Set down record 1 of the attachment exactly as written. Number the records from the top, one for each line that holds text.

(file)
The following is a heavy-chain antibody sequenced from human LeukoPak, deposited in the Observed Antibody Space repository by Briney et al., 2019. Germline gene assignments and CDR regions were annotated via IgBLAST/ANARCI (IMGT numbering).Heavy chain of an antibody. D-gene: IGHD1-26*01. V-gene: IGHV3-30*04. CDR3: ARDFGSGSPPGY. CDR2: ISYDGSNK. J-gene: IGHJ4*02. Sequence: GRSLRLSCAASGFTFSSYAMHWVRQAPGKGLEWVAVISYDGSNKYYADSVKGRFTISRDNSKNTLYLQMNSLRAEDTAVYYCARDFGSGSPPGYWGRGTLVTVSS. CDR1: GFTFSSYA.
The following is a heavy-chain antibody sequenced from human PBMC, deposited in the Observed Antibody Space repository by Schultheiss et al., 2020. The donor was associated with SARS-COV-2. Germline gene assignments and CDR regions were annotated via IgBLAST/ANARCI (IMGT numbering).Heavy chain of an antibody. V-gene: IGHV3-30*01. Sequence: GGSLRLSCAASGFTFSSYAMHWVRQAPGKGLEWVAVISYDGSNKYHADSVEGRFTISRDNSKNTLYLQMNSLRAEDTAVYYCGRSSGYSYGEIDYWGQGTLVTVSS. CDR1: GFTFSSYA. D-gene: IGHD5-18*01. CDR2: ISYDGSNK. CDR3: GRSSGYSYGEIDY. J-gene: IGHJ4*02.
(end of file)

The following is a heavy-chain antibody sequenced from human LeukoPak, deposited in the Observed Antibody Space repository by Briney et al., 2019. Germline gene assignments and CDR regions were annotated via IgBLAST/ANARCI (IMGT numbering).Heavy chain of an antibody. D-gene: IGHD1-26*01. V-gene: IGHV3-30*04. CDR3: ARDFGSGSPPGY. CDR2: ISYDGSNK. J-gene: IGHJ4*02. Sequence: GRSLRLSCAASGFTFSSYAMHWVRQAPGKGLEWVAVISYDGSNKYYADSVKGRFTISRDNSKNTLYLQMNSLRAEDTAVYYCARDFGSGSPPGYWGRGTLVTVSS. CDR1: GFTFSSYA.